Dr Inonge Mbikusita-Lewanika, Zambian Ambassador to the US, was in Minneapolis in May to support the efforts of World Vision and the International AIDS Trust who have a joint project on the development of leadership in women.
The initiative of these two organizations creates an alliance between Minnesotan professional women and Zambian women working with orphans in Zambia. Visits to Zambia, while enforcing relationships between the two groups of women, allows an assessment of the needs of the orphanages to be made on a more personal level.
Lewanika, a strong advocate for the basic rights of orphans, together with her sister, runs a school in Zambia that houses and educates 530 students. The teachers, who she trains, are all orphans. In an attempt to create a sense of family, the households in which the orphans live in are headed by older orphans whose responsibility is to look out and care for their siblings.
Lewanika mentioned that the Zambian government has made great strides in the fight against HIV and AIDS by setting up the National Aids Council that monitors the activities of the various organizations involved. According to Lewanika many non-governmental organizations (NGOs) work hand in hand with other countries to simulate models on how to effectively work with the government when working on similar causes.
In what is a first, the Zambian government, in raising HIV/AIDS awareness, invites traditional community leaders to speak on prevention, treatment and testing. Awareness has also been created through posters and even on receipts given to those who buy land from the government. This aggressive campaign has seen the Zambian population’s HIV/AIDS infection drop from 20% to 16%.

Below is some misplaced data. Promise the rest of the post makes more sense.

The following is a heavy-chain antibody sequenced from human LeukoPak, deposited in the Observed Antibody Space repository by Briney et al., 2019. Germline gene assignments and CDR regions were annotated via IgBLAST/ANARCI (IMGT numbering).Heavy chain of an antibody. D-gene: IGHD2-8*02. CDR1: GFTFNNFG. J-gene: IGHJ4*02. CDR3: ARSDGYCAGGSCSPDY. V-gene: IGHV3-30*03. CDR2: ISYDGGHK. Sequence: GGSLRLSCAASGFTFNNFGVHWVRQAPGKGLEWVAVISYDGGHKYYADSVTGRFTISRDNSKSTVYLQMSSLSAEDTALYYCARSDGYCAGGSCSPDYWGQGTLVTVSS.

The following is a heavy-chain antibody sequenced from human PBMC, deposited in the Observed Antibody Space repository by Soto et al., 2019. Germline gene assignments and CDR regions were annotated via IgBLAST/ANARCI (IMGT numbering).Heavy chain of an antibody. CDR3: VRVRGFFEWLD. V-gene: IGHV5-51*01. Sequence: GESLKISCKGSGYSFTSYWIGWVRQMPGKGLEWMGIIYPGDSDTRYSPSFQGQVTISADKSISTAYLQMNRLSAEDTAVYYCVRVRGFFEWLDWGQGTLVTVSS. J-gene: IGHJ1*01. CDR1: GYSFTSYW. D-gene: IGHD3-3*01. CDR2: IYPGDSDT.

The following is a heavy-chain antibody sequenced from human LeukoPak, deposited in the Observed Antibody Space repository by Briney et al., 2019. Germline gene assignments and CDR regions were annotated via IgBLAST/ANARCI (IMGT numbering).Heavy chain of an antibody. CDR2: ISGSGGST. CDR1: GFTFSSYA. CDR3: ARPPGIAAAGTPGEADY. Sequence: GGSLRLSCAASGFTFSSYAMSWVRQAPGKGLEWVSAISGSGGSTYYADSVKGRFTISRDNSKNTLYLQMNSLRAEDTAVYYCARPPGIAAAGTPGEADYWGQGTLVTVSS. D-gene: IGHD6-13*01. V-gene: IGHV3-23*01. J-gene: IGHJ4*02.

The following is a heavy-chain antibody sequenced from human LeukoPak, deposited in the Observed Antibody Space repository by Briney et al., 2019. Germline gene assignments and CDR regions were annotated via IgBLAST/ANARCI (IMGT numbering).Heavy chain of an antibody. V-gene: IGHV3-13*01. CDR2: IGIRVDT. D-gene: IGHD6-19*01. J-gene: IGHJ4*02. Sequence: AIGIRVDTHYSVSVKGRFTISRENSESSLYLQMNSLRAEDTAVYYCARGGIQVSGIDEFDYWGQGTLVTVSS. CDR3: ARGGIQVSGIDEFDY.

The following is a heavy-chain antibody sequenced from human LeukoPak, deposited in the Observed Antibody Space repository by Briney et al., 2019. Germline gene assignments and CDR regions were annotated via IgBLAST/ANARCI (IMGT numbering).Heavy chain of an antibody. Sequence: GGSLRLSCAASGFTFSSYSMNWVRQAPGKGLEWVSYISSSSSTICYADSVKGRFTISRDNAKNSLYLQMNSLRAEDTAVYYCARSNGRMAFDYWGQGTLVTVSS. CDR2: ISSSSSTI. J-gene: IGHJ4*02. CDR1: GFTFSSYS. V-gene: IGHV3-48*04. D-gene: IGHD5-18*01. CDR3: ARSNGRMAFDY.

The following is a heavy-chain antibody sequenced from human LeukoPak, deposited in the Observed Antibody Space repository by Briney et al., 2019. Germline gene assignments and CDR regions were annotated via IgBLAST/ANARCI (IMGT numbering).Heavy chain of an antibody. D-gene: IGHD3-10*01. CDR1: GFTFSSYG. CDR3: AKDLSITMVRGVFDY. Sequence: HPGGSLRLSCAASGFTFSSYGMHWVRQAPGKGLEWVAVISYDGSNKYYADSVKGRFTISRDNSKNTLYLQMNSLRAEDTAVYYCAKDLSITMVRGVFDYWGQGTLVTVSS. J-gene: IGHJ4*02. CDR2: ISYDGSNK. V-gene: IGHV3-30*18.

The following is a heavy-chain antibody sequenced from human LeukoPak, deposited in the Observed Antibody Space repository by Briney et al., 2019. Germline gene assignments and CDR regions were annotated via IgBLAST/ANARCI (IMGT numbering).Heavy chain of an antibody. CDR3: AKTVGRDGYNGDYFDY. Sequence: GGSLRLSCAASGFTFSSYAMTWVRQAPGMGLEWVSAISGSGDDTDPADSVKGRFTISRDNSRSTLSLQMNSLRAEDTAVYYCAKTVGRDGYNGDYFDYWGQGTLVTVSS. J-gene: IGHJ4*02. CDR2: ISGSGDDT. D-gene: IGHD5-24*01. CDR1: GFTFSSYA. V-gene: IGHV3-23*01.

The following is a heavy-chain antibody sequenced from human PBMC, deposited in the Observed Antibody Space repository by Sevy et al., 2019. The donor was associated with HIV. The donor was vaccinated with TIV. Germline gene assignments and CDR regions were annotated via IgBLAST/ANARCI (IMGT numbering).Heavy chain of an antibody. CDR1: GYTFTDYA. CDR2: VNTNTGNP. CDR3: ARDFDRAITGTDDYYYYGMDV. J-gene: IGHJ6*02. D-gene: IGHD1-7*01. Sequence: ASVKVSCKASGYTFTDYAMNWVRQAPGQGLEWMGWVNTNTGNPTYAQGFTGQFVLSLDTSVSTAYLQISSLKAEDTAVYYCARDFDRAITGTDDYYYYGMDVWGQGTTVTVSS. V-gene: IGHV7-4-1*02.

Zambian president, Levy Mwanawasa has instructed all Cabinet Ministers to mention HIV/AIDS awareness every time they make a public speech regardless of the topic at hand. The Government has also turned infrastructure that was used for National Service training, into schools and housing for orphans who are vocationally trained and sent back to their places of origin, equipped with a trade.
Lewanika: “There are about one million orphans on the streets of Zambia. The government has made great efforts to handle the overwhelming number of children orphaned by AIDS.”
Domestic abuse has also been addressed by the Zambian government which had been previously as a matter to be resolved between spouses and their families. According to Lewanika the Zambian government has established a Victims’ Support Unit while also educating members of the police force on the rights of women to be safe in their homes. Husbands found guilty of battering their wives are now being arrested and put through the court systems.
Despite awareness of their rights, many women were still reluctant to report abuse from their spouses. Lewanika, however, pointed out that once women were educated and economically empowered they would be more independent allowing them to get away from abuse.
The president of the International AIDS Trust, Sandra Thurman said she was “encouraged by the increased AIDS/HIV awareness in the Zambian community.”
Thurman is confident that these steps will lead to lower infection rates. She stressed the need to address the social stigmas attached to HIV/AIDS infected persons. Talking about sexuality and promoting condom use among couples, where one was HIV positive, have proved to be some of the challenges still faced and until these can be overcome, the disease would continue to be difficult to identify and treat.
Thurman advocated for the education of girls since they were vulnerable. “Due to the worldwide AIDS pandemic, people around the world have had come together to discuss the underlying issues that make different demographics more at risk in getting infections, such as poverty and education.
Urging the Zambian government to change legislature, Thurman said, “Customary law which requires the widow or widower to be ‘cleansed’ by a close family member of his or her late spouse has contributed to the spread of HIV/AI